Friday, October 7, 2011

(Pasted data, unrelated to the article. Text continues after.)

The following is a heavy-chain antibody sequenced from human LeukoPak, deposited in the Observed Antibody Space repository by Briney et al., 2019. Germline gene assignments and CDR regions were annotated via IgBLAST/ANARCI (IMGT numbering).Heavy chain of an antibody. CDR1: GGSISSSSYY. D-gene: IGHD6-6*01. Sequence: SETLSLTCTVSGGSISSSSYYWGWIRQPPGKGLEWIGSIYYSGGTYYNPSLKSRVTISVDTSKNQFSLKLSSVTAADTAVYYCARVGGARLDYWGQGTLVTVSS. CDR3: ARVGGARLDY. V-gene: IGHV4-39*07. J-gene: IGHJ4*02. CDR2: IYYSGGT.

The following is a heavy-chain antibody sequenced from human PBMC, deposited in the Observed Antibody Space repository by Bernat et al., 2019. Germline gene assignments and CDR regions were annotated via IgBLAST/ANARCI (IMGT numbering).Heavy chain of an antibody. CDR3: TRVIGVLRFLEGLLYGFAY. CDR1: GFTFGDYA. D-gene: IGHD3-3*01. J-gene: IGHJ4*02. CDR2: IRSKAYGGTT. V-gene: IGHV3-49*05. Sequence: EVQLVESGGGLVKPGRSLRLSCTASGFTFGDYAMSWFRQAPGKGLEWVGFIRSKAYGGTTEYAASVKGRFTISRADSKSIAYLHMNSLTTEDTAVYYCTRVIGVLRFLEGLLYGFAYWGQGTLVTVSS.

Yes, I'm gagging about a photo that appeared in today's Washington Post. I honestly cannot say whether its more in outrage or sadness. Both feelings keep hitting me in the gut each time I look at the pic. John Moore of Getty Images captured a scene that every damn banker in this country should have to take a good long look at. A one year old, standing in his frilly little playpen watched as a sheriff's deputy shoved some of his toys as well as other household items into a giant plastic bag during an eviction. The little guy had a smile across his face because he clearly had no idea what was going on. I would hate to have been that deputy, standing inches away from the baby, hauling away his toys, knowing he would not have a home at the end of the day. We've all read about "sweat shops" where people sign thousands of foreclosure notices as quickly as they can, falsely claiming to be a bank vice president or someone else in authority. Perhaps they bury their shame about doing it because they are among the long term unemployed and need to feed and shelter themselves. We've also read that the majority of these foreclosures are unnecessary at best and illegal at worst. However, people who are living on the edge have very little recourse. What has happened to American Society that this sort of thing is happening? Innocent people trying to hold themselves and their families together during very hard times are being attacked by voracious gluttons who seem to have insatiable appetites for wealth. Several times in the past few days, I've heard a statement, backed by research, that 25% of America's wealth is controlled by 1% of it's citizens. Seems obvious that they're sitting on it rather than spending some to give people jobs. Noblesse oblige is an archaic mindset, but seems to be something the wealthiest among us should consider. There is nothing noble about watching one's neighbors struggle and then lose everything when one has so much more than necessary. Socialist? Perhaps. Humane? Definitely.

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